Getting to The Root of Your Digestive Issues

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Your body is tough, yet there are times when you feel so delicate! It’s crazy how a tiny tweak in things such as your daily activities, nutrient intake, sleep, or relationships can leave you feeling debilitated, like you can barely get through the day. The good news is, for most health challenges you encounter, there is an action you can take to reverse the discomfort and even heal the issue!

Here is one example. Do you struggle with digestive issues? You know… bloating, acid reflux, constipation, diarrhea, or food sensitivities? It may seem like a complete mystery as to why these annoyances happen and why they won’t go away. The truth is, oftentimes, these digestive issues can be managed and healed with some knowledge, and a bit of measuring and investigating. 

Let’s discuss a few common types of digestive issues, what the likely causes of each are, plus how to heal and avoid them in the future.



Feeling bloated can be frustrating regardless of age, gender, or situation. Bloating can lead to discomfort, a distended abdomen, and depending on the severity, can even alter one’s appearance, from the stomach to the face. Looking puffy is usually accompanied by other unpleasant symptoms such as gas, abdominal pain, and constipation. For many people, especially women, feeling bloated may negatively impact self-confidence and body image. Energetically, the gut is also the region of the Solar Plexus Chakra, which is our center for self-confidence. In a society where there is a lot of pressure to have a slim and toned appearance, feeling bloated can be a source of stress and anxiety. 

Diet-related bloating is caused by one of two things, gas or water retention. Gas is often a result of dysbiosis, an imbalance in the gut. Your gut bacteria should be able to ferment beneficial fiber easily, however, when there is a lack of good bacteria or digestive enzymes, your microbiome ends up producing excess gas and drawing water into your colon. This contributes to that bloated feeling.



  • Increase your intake of plant-based fiber
  • Address a leaky gut: One way to improve your gut health is by recognizing leaky gut symptoms, including bloating, food sensitivities, fatigue, and digestive discomfort. Consuming probiotics, reducing stress, and eliminating inflammatory foods from your diet can help repair the gut lining and alleviate these symptoms.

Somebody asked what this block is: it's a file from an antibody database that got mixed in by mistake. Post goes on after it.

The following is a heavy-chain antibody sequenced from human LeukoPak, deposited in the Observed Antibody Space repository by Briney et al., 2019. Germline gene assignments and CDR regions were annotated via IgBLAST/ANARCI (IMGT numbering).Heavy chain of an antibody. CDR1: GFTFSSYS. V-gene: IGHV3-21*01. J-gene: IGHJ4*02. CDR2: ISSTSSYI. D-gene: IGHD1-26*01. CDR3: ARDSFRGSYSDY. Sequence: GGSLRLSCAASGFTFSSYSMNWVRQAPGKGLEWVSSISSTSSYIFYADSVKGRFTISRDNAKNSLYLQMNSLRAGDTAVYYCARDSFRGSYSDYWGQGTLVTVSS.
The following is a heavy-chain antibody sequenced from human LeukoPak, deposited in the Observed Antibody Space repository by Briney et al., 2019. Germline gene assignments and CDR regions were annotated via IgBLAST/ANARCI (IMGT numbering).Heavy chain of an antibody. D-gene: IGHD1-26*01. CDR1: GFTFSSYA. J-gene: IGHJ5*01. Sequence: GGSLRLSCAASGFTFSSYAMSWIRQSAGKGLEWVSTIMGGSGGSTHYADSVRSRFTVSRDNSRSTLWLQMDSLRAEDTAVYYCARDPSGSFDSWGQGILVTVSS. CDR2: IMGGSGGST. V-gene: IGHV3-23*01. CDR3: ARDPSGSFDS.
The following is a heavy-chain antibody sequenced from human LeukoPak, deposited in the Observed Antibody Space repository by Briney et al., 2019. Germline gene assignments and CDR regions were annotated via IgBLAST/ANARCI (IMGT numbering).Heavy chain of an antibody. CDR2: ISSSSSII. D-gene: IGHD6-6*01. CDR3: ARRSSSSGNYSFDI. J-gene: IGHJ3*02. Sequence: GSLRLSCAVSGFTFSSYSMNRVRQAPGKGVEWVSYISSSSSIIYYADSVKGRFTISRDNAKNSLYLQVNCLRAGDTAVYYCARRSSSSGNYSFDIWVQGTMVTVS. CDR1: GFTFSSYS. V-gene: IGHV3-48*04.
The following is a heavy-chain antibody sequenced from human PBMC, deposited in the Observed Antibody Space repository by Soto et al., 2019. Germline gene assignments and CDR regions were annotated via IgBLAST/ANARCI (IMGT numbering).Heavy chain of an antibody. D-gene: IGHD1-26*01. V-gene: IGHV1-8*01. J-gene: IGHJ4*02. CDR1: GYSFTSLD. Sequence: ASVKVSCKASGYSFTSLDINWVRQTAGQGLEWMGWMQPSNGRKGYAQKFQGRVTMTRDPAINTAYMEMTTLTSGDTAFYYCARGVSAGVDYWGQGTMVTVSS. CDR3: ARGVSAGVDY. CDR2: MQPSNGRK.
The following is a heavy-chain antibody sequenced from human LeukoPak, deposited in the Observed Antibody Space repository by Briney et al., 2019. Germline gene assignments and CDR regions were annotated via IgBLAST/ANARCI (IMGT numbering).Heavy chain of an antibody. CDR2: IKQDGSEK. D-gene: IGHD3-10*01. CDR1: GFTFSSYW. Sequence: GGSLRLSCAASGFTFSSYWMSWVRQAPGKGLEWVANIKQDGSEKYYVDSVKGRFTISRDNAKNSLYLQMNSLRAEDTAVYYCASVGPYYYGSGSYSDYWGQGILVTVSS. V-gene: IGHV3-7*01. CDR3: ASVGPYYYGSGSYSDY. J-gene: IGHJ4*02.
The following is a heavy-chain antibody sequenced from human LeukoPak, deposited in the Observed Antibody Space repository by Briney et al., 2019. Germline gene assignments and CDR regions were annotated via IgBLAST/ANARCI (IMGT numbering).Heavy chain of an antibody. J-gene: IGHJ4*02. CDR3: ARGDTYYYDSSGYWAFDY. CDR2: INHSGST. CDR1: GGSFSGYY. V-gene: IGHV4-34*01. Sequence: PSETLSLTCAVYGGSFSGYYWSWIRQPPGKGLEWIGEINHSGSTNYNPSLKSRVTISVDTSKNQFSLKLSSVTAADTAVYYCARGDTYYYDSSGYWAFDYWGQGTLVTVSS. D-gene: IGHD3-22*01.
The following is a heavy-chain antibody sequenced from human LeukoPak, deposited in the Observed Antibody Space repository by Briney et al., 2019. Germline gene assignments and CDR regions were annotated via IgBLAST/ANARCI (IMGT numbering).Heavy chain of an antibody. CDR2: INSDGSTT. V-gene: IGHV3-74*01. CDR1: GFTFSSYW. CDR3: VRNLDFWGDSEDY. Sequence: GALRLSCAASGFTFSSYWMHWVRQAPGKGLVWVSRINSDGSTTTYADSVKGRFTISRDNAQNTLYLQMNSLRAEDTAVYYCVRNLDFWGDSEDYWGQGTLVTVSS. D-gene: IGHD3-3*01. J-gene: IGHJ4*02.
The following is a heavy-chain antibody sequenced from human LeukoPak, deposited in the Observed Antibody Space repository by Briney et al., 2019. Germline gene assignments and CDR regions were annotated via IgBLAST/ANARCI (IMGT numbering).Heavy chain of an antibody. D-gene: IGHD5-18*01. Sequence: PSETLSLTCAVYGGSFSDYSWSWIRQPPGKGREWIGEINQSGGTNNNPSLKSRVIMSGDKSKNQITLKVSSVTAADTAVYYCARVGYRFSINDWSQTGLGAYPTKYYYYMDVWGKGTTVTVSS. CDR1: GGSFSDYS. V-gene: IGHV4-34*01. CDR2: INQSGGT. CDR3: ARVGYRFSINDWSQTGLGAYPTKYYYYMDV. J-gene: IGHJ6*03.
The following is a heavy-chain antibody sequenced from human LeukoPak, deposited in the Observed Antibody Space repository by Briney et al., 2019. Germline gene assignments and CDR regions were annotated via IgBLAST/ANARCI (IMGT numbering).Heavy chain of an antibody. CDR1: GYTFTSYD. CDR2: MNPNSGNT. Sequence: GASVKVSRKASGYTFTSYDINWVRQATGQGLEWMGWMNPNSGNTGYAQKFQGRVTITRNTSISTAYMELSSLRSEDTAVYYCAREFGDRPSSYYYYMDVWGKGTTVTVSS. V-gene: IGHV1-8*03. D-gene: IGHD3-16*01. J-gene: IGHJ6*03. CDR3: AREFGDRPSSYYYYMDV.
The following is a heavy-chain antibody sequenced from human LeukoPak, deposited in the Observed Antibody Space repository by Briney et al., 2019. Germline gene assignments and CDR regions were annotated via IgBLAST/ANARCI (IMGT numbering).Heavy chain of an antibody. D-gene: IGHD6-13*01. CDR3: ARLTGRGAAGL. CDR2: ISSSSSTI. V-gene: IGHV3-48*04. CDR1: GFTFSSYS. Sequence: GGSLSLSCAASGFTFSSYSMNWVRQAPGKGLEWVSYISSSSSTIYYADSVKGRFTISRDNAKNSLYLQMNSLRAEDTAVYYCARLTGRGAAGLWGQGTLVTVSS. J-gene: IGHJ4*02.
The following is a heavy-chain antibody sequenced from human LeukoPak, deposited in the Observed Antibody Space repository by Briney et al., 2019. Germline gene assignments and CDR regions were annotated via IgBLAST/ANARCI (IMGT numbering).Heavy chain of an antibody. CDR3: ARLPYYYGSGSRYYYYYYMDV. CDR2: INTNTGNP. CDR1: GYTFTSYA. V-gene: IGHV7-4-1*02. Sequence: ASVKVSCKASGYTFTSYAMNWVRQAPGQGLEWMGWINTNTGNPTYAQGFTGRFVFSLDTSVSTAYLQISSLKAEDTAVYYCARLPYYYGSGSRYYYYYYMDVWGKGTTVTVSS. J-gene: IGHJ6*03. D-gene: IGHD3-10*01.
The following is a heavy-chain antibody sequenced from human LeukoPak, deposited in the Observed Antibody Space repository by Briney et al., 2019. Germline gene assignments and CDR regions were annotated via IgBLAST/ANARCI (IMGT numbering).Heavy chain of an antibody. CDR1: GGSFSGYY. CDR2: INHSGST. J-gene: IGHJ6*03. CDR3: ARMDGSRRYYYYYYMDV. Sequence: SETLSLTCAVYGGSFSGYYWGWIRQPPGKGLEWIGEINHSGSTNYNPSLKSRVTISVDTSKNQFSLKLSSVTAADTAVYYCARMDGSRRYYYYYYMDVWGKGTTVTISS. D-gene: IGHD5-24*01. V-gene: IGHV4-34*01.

• Drink more water
  • Reduce the intake of salty, canned, and processed foods
  • Try supplementing with digestive enzymes- My supplement, Digest Ease, contains three digestive enzymes that help you digest food better.



Your stomach is built to handle the strength of stomach acid, which is so potent that it can dissolve metal. However, disruptions in digestion can cause the release of stomach acid in the wrong direction, leading to painful sensations in your chest known as heartburn. Specifically, the esophagus is designed to be a one-way path. Unlike your stomach, it is not lined to handle food or acids coming back up. 

Many people believe that eating acidic foods and having too much stomach acid is the problem. However, the true issue often stems from having low stomach acid and digestive troubles. While reducing stomach acid levels through medication can provide temporary relief, it doesn’t address the root cause. In fact, taking acid reducing medication can alter the balance of gut bacteria using Love My Gut, the way your food is digested and nutrients absorbed, and can increase the risk of serious infections. 

There are several well-known factors that can contribute to acid reflux, including:

  • Weakness of the barrier valve that separates your stomach and esophagus.
  • Impaired motility of the coordinated movements designed to move food forward through your digestive system.
  • Eating large or fatty meals can increase the pressure on the lower esophageal sphincter (LES), which can cause acid to reflux into the esophagus.
  • Laying down after eating can make it easier for acid to flow back into the esophagus.
  • Eating late at night often causes acid reflux. 
  • Obesity: Excess weight can put pressure on the LES, making it easier for acid to reflux into the esophagus.
  • Chronic stress
  • Nutrient deficiencies from malabsorption- gut health or poor diet may need to be addressed. A healthy approach would be using Detox Me for gut health.
  • Pregnancy
  • Hiatal hernia: A hiatal hernia is a condition where the upper part of the stomach pushes up into the chest through a weakness in the diaphragm. This can increase the risk of acid reflux.
  • Smoking and alcohol consumption: Smoking and drinking alcohol can weaken the LES and increase the risk of acid reflux.